In this modern age of online gaming, server hosting has become a crucial step in ramping up your gaming presence. If you’re looking at having a lot of customization power and freedom for your RUST game, you might want to set up your very own Rust server.
Below are the basic measures for the installation and setup, follow the steps and you will learn how to setup a rust server in no time. In order to follow this guide, you must be a bit tech-savvy, if you would prefer to rent a RUST server from a company you should check out the list of the best rust server hosting companies.
Prior to any software installation, you have to first know the kind of system requirement it needs and whether your computer is able to meet it. The rust server generally needs the backing of:
- The latest operating system
- From 2 GB RAM to 7 GB RAM (depending on the number of entities you add).
Install and update SteamCMD
For games, like rust which uses the SteamPipe content system, the SteamCMD is employed for install and update of the rust server. Before downloading SteamCMD, you need to first follow these steps.
- Create a new folder for SteamCMD. Name it as c:\steamcmd (or any other you wish).
- Create another separate folder for the server. Using it as an example, we’ll name this folder as c:\rustserver.
- Download SteamCMD
- Start extracting the contents of the zip file into the steamcmd folder.
Finish it off by executing the steamcmd.exe program.
Once you approve SteamCMD to run on your computer, it’ll automatically download, install, as well as update its latest version. After this, you’ll receive the Steam>prompt
Rust server installation
Two options are available when creating a rust server. You can either login directly to your steam account (though creating a new steam account is suggested for you to ensure extra security) or log in anonymously. Both require different commands.
To login to your account, enter this command through the steam>prompt
To login anonymously, enter this command through the steam>prompt
Modify the branch
To make a change to the staging branch of rust there are basically two options.
The first allows you to continuously receive recent updates for the game. For this branch, modify your command prompt to:
app_update 258550 – beta staging
The second allows you to receive any future or work-in-progress updates for your game. For this, modify your command prompt to:
app_update 258550 – beta prerelease
Run and configure the rust server
It’s very crucial for you to have your server up and running. So, in order for you to run the server, you need to first create a batch script file.
A batch script is just a text file that contains a list of commands which are programming to run it sequentially. You’ll need a batch script for two reasons. To ensure your server is continuously up to date and to make sure it restarts right away when it crashes and doesn’t stay crashed.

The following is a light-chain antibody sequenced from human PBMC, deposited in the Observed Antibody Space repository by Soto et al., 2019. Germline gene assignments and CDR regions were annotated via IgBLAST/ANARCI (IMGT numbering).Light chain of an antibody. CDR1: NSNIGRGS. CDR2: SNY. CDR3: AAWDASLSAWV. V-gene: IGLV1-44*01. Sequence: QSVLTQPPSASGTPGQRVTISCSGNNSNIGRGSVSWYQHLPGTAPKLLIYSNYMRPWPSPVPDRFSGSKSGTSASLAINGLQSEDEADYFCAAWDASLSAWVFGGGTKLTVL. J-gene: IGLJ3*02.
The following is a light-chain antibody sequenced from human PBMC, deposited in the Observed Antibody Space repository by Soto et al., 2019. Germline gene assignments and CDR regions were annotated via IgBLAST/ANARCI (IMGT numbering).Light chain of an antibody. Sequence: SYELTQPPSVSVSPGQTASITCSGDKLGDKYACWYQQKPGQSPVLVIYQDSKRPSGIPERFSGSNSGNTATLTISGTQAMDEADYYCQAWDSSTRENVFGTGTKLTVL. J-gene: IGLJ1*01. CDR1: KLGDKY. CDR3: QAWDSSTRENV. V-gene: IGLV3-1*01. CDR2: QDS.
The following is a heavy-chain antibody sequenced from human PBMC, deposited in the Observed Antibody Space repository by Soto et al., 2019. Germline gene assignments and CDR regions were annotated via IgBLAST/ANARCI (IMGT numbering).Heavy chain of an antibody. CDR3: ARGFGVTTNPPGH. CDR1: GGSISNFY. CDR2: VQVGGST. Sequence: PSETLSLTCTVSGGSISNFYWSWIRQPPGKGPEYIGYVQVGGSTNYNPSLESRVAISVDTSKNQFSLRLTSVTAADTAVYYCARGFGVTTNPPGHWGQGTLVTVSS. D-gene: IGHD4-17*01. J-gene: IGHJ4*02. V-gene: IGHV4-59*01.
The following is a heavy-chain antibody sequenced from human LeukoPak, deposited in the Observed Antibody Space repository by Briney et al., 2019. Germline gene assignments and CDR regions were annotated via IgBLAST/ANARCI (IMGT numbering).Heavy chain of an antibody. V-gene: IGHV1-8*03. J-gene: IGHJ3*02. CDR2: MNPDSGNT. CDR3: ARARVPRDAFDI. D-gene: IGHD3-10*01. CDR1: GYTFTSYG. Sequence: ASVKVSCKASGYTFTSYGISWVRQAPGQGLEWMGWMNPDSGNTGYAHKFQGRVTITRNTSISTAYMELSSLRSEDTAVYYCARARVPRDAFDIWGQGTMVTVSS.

The easiest way for implementing this is to make use of a GOTO statement. This statement lets you gain access to parts in your batch script outside of sequence. With this, you can skip bits and pieces of your programming and jump around or “go-to” other parts.
Now let’s begin on how to create this batch script.
· Create a file in the (c:\rustserver) folder which you created earlier
· Name this new file RustServer.bat and right-click the file
· Choose to edit the file to start creating the batch script file
These batch scripts are not identical so you’ll need to modify and configure the lines of programming if you are to get the result you desire at the end. Below is an example of some commands that might be included in the batch script file.
This will stop the console window from displaying commands on the batch file as you execute them.
The “start” point to which the command will loop.
C:\steamcmd.exe +login anonymous +force_install_dir c:\rustserver\ +app_update 258550 +quit
C:\steamcmd.exe +login <username> +<password> +force_install_dir c:\rustserver\ +app_update 258550 +quit
This launches SteamCMD for checking server updates
The following lines contain programming which determines your game aspects like a number of players, world size, as well as other aspects and sets of information like server IP and port.
Opens Unity in non-graphical user interface (non-GUI) mode.
Sets your server IP.
Sets the port your server will use.
+server.level “<Map Type>”
Sets the map type which your server will be using. Inputs include “Procedural Map”, “Barren” and more.
The shape of procedural maps and barren maps are controlled by server seed. (used alongside +server.worldsize).
Used alongside +server.seed and controls map shape.
This controls player count and connection to your server.
Sets the number of seconds it takes for your server to save. (Replace the # with the number of seconds).
This is the refresh rate of the server.
Useful in running a multiple of server instances.
+server.hostname “Your Server Name”
Displays your server name.
Sets RCON IP.
Write the port to listen for RCON.
Connect to your server
Run the Rust client, press F1 then go to client console. Assuming you’ve used a port of 28015 by default, enter the given command to connect to the Rust server:
If you’ve used another port, change it.
We hope this guide has helped you learn how to setup a RUST server, if you get stuck or require any help, head over to our contact page and shoot us an email. We will try to respond to you ASAP.